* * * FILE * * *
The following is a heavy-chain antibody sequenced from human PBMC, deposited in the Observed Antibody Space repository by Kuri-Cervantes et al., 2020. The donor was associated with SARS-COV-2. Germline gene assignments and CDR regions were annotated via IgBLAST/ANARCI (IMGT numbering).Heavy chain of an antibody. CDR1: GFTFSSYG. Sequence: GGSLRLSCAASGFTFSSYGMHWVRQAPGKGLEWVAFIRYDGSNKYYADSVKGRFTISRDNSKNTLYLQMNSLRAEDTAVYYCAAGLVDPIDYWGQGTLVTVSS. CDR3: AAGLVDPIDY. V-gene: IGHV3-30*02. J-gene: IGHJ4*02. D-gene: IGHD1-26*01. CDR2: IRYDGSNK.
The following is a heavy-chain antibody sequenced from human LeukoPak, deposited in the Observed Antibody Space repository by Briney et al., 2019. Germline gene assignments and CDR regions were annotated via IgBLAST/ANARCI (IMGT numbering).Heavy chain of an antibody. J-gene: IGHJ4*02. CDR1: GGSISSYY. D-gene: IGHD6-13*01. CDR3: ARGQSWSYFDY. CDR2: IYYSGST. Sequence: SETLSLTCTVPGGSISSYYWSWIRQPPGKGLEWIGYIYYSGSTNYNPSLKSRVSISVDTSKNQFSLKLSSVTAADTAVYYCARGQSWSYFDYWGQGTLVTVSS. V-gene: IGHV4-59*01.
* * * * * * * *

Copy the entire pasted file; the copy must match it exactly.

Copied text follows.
The following is a heavy-chain antibody sequenced from human PBMC, deposited in the Observed Antibody Space repository by Kuri-Cervantes et al., 2020. The donor was associated with SARS-COV-2. Germline gene assignments and CDR regions were annotated via IgBLAST/ANARCI (IMGT numbering).Heavy chain of an antibody. CDR1: GFTFSSYG. Sequence: GGSLRLSCAASGFTFSSYGMHWVRQAPGKGLEWVAFIRYDGSNKYYADSVKGRFTISRDNSKNTLYLQMNSLRAEDTAVYYCAAGLVDPIDYWGQGTLVTVSS. CDR3: AAGLVDPIDY. V-gene: IGHV3-30*02. J-gene: IGHJ4*02. D-gene: IGHD1-26*01. CDR2: IRYDGSNK.
The following is a heavy-chain antibody sequenced from human LeukoPak, deposited in the Observed Antibody Space repository by Briney et al., 2019. Germline gene assignments and CDR regions were annotated via IgBLAST/ANARCI (IMGT numbering).Heavy chain of an antibody. J-gene: IGHJ4*02. CDR1: GGSISSYY. D-gene: IGHD6-13*01. CDR3: ARGQSWSYFDY. CDR2: IYYSGST. Sequence: SETLSLTCTVPGGSISSYYWSWIRQPPGKGLEWIGYIYYSGSTNYNPSLKSRVSISVDTSKNQFSLKLSSVTAADTAVYYCARGQSWSYFDYWGQGTLVTVSS. V-gene: IGHV4-59*01.